Depending on the side that runs testing, there are alpha and beta testing. Both aim to find the bugs so that a dev team can fix them before the release.
Alpha testing is the checkup by a QA team in the testing environment and can require long execution cycles.
Beta testing is a task for other departments or people outside the company. It is focused on the user perspective and uses the majority of insights for improvements in the future.
When it comes to the types of system testing, you may need more effort to remember all. Actually, there are more than fifty types of system tests that cover both functional and non-functional aspects.
You can find detailed information on some of them in our other blog posts. For now, here’s a short list with a short explanation to get familiar with the basics.
Functional testing focuses on software features and checks all the functionalities to verify they match the requirements.
Performance testing examines software behavior in different environments and under different conditions. It features load, stress, spike, recovery, and other types of tests that estimate system response, speed, and stability.
Graphic user interface (GUI) testing checks the interface – all the visual elements customers use to interact with the system. At this stage, the team checks buttons, input fields, text rows, etc.
Usability testing estimates the overall convenience of using the program, taking into account both practical and emotional factors.
Compatibility testing is used to verify that a program, app, or other types of software we are dealing with is supported across different devices and browsers. It is extremely important for mobile devices that are available in such an abundance.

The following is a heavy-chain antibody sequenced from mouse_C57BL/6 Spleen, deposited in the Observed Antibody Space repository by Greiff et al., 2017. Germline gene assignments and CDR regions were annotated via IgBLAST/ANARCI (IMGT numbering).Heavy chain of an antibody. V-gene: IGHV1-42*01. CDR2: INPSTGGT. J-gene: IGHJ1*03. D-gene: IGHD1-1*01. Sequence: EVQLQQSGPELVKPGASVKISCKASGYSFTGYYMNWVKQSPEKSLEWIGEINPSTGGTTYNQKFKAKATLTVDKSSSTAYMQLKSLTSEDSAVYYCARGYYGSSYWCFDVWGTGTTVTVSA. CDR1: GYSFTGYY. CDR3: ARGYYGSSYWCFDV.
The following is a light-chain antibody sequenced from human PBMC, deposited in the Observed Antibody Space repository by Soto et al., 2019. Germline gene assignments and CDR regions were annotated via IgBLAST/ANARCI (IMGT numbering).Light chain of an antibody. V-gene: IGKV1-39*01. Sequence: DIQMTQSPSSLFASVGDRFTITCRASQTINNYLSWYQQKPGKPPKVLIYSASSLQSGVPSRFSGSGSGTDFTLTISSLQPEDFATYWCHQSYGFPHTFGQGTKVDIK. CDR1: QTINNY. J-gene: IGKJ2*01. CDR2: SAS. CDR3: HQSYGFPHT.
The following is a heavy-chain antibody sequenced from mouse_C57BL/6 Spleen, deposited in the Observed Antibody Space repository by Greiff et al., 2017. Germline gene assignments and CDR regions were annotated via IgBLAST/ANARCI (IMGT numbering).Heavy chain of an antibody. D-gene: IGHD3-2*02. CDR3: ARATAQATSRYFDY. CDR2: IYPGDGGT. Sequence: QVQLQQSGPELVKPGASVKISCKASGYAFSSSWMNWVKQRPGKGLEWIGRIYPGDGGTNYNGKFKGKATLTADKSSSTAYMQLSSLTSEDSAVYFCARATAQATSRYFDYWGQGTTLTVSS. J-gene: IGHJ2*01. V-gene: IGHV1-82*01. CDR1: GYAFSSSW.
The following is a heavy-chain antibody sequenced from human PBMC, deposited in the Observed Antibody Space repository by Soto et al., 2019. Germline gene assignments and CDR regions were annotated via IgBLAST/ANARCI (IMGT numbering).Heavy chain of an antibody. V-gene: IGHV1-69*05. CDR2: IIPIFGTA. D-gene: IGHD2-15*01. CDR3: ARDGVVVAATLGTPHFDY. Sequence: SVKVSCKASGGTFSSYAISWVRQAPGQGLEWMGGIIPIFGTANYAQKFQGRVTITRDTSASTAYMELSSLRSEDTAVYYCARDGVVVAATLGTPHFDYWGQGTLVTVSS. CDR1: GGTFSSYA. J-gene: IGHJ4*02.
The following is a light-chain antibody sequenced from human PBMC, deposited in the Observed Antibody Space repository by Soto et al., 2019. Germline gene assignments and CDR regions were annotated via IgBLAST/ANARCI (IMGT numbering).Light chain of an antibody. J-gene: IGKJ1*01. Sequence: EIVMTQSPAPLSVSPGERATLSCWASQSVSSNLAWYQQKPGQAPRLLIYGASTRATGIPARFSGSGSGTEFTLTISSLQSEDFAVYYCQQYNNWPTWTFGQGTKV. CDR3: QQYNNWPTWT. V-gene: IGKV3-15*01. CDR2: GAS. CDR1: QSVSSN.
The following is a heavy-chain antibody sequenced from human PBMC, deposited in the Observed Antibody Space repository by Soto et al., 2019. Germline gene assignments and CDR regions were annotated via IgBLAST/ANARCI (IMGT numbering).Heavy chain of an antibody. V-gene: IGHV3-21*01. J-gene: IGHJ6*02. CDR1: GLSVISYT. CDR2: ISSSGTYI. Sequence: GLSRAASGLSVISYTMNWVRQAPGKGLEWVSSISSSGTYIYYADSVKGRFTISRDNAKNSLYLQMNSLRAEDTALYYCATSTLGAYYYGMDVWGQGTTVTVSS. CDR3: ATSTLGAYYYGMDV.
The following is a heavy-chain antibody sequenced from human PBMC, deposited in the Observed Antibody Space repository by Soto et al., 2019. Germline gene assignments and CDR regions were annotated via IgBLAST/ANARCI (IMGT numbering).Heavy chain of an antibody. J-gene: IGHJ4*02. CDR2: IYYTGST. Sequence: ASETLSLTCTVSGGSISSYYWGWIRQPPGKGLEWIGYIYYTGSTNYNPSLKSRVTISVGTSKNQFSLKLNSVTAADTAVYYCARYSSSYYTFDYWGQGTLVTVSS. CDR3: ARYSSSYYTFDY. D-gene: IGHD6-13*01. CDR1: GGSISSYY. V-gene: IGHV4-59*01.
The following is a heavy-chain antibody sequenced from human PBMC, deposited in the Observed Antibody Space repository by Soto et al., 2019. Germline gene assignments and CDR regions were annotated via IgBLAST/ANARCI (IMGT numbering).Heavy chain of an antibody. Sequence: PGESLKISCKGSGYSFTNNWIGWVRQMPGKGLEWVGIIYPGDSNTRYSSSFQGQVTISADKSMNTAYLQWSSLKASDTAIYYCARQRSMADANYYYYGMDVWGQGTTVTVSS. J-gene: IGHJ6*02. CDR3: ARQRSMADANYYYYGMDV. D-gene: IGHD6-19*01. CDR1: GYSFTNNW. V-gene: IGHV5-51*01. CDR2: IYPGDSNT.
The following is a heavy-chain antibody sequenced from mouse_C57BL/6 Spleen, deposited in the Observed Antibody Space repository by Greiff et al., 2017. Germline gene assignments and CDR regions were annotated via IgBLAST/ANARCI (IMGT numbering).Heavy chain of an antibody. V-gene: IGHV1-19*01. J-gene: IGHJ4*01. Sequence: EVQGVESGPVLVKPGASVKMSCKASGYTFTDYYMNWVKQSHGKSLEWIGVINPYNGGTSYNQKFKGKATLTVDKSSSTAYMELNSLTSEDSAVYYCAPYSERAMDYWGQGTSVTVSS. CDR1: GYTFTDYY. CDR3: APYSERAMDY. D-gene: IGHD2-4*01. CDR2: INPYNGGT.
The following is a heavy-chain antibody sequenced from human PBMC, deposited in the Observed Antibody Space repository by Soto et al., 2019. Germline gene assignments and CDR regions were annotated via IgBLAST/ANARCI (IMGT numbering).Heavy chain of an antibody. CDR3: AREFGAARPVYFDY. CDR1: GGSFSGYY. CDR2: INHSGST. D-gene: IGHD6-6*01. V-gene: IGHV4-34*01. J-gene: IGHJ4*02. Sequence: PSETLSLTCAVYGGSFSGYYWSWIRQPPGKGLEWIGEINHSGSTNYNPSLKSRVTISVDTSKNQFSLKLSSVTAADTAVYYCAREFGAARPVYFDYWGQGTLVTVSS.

Localization testing is the adaptation of software for different markets. It involves more than translation, covering also metric system, date formats, text input and methods, etc.
Compliance testing is the checkup meant to verify that the software meets all the legal requirements. This type of testing is extremely important for healthcare and banking apps since they deal with sensitive data and imply strict governmental regulation.
Security testing is the way to make sure the app is safe to use and well-protected from hackers and scammers. It is essential for every application that requests personal data or offers verification via Google, Apple, Facebook, or other social accounts.
Regression testing checks an untouched part of the functionality after a dev team makes some code changes since they can be affected by accident.
These are only several basic types of system testing required by different kinds of software products and provided by most QA companies. The final list for your product will depend on its specifications and your expectations.
If explained in detail, step by step system testing process requires one more post. Here’s a quick outline – system testing in a nutshell – to help you get the algorithm of this process.
First, you need to create a test plan. After that, write the test and use cases. The next step is to create test data used for system testing. If you apply automation on the project, start with it. Then, run manual tests that cover the rest of the functionality.
The testing results are used to generate a report that goes to the development team. They are the ones who are going to fix bugs. Testers only run the inspection and suggest improvements. After the errors are fixed, run regression tests to make sure the untouched functionality hasn’t been affected. This last step can repeat several times until no critical bugs are left.
System testing is the third step in the hierarchy of software testing levels. It comes after integration testing and reviews a system as a whole.
During system testing, we work with a software build that is potentially ready for release. As a rule, there are still critical bugs that deteriorate user experience. The main task of a QA team at this stage is to find as many errors as possible so that the team can move on to acceptance testing – the next and final level in this hierarchy.